Cajun Rice and Gravy Browning Process
First of all… Don’t Rush It. If you can just learn this upfront, you’ll never say “My rice and gravy isn’t as good as Moma’s or Grandmas”. Stir the meat frequently, and scrape the brown stuff (Grah-doo) off the bottom of the pot so it will not burn. Be careful – do not burn the meat; it’s ok if it is very dark brown. Never brown the meat so high that the bottom of the pot and the meat turns black and charcoal looking. This step is the secret to making a rich gravy. The heat must be high enough to boil off the water that comes out of the meat so the meat will brown in the oil and not boil in the water. The more you brown the meat, the darker your gravy will be. Remember…Don’t Rush It
Gradoux (grah-DOO) – Gradoux is the good stuff that gets stuck to your pot when cooking things down.
It’s essential to making a tasty gravy. Some also call this “grismies” (gree-MEEZ).
As you brown the beef and pork, it will become extremely tough and that is normal. You will face a moment of doubt and wonder how much longer will you have to cook this roast or steak. Part of the magic of a good rice and gravy is the long slow cooking. This will make the meat nice and tender…falling apart. Continue cooking the meat until it is tender.
The secret is in the “browning” and how you cook the “Holy Trinity”. You won’t see a Cajun cook use flour to thicken their gravies or use kitchen bouquet or Worcestershire Sauce to make the gravy look darker; you don’t have too! And if someone tells you they use roux in their rice and gravy…. RUN! Because they are not a Cajun and they don’t know what they are doing. When Roux is added to a dish, this becomes a gumbo, a stew or a sauce picante (a heaping tablespoon of roux is used). Although it is probably good, its not a rice and gravy.
Sides served with Rice and Gravy
Most all vegetables begin by sauteing the Holy Trinity. Once the Holy Trinity is cooked down to perfection, corn (corn mache choux), butter beans (lima beans) small field peas (petite pois), okra or blackeye peas are added to the pot and served as a side dish. If you master cooking the Holy Trinity, you’ve mastered half the battle.
Types of Meats for a Rice and Gravy
As mentioned above, the most common meats used to make a rice and gravy is beef, pork, chicken or sausage. Below lists the most common cuts of meats.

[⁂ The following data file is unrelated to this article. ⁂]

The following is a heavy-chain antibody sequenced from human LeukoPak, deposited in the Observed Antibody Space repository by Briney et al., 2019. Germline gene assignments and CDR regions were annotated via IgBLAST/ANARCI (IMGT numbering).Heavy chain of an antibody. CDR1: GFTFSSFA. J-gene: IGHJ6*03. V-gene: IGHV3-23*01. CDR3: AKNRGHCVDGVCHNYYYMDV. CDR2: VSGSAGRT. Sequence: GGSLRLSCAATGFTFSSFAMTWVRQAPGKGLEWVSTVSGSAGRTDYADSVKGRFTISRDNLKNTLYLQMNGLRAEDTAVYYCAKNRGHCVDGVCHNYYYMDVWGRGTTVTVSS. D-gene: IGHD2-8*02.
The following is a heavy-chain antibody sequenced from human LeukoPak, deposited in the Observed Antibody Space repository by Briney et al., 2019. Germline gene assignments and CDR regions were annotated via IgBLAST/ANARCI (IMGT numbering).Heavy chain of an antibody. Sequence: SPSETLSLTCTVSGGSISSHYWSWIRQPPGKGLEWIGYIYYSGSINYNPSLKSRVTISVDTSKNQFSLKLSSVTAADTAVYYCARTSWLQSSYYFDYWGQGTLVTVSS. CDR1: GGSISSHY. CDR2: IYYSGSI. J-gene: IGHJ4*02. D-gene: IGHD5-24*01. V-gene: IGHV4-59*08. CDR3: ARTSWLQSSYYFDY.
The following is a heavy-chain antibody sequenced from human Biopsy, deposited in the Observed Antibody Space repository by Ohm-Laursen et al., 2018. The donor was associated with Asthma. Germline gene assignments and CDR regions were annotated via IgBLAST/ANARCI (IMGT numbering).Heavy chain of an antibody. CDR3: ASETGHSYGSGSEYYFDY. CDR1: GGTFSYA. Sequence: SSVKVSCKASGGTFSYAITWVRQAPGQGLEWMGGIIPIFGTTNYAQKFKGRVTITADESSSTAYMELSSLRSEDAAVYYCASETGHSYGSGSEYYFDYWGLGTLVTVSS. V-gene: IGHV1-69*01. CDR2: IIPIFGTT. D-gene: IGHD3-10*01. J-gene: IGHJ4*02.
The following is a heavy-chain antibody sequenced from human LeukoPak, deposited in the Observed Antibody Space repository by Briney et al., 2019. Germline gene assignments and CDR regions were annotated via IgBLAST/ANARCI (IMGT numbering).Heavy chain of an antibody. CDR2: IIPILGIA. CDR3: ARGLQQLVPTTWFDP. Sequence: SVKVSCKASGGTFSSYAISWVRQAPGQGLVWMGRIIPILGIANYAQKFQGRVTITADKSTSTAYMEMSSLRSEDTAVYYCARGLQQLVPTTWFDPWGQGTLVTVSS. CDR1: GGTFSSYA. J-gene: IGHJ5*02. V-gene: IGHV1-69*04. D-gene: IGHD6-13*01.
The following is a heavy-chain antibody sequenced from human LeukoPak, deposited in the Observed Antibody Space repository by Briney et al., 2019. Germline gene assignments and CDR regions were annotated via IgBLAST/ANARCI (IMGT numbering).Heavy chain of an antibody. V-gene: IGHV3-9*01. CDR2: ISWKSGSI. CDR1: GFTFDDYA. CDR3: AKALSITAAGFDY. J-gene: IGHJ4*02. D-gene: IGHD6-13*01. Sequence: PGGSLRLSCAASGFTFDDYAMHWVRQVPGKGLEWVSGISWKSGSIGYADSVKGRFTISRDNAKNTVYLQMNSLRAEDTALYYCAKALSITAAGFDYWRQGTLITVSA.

Common Beef Meats:
- Chuck Roast – Most tender
- Rump Roast
- Round Steak
- 7 Steak – Most tender
- Chuck Steak – Very tender
Common Pork Meats:
- Pork Shoulder Roast
- Pork Chop
- Pork Loin
- Pork Sirloin
- Fresh Pork Sausage with Green Onions
- Fresh Deer and Pork Sausage
Cajun Rice and Gravy Seasoning
While we can’t speak for all Cajuns, most of our dishes are usually seasoned with Slap Ya Mama Cajun Seasoning, Benoits Cajun Seasoning or Tony Chachere Cajun Seasoning. You always want a generous amount of Salt and Cajun Seasoning; I generally say “a medium layer of each”. Remember, you need enough for the gravy also and most of the time, you’ll add a little more once you’ve mastered your gravy.
Type of Cookware For Cooking Rice and Gravy
Hands down, the most important component of cooking rice and gravy is the type of cookware that is used. Cajuns use black cast iron pots and Magnalite pots for most of their dishes. You have to use a heavy walled cast iron or heavy magnetite pot so the heat is spread around and so the food will not stick and burn. Make sure your cast iron pot is seasoned properly so it will not stick. If you attempt this by using any other type of light weight pot, you’ll fail; I just want to remind you up front.
Never ever use a non-stick pot. I repeat…NO non-stick cookware. Again, please just trust me. You’ll want the meat to stick and create a sticky dark brown film at the bottom of your pot called Grah-doo. This is what helps the gravy get dark and lovely.
If you are a Cajun, you know hands down, there is only one Rice and Gravy Recipe. See the details here for Rice and Gravy Recipe.